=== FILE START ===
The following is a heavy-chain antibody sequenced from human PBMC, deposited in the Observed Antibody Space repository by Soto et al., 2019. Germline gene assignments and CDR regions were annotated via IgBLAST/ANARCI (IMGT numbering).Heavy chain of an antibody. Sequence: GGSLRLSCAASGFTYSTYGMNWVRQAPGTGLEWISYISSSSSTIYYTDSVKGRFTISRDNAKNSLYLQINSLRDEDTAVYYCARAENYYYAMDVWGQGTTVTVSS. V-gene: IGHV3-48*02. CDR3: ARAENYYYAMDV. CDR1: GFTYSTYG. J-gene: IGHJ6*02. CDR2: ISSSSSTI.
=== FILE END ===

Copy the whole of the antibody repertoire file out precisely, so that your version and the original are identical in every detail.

The following is a heavy-chain antibody sequenced from human PBMC, deposited in the Observed Antibody Space repository by Soto et al., 2019. Germline gene assignments and CDR regions were annotated via IgBLAST/ANARCI (IMGT numbering).Heavy chain of an antibody. Sequence: GGSLRLSCAASGFTYSTYGMNWVRQAPGTGLEWISYISSSSSTIYYTDSVKGRFTISRDNAKNSLYLQINSLRDEDTAVYYCARAENYYYAMDVWGQGTTVTVSS. V-gene: IGHV3-48*02. CDR3: ARAENYYYAMDV. CDR1: GFTYSTYG. J-gene: IGHJ6*02. CDR2: ISSSSSTI.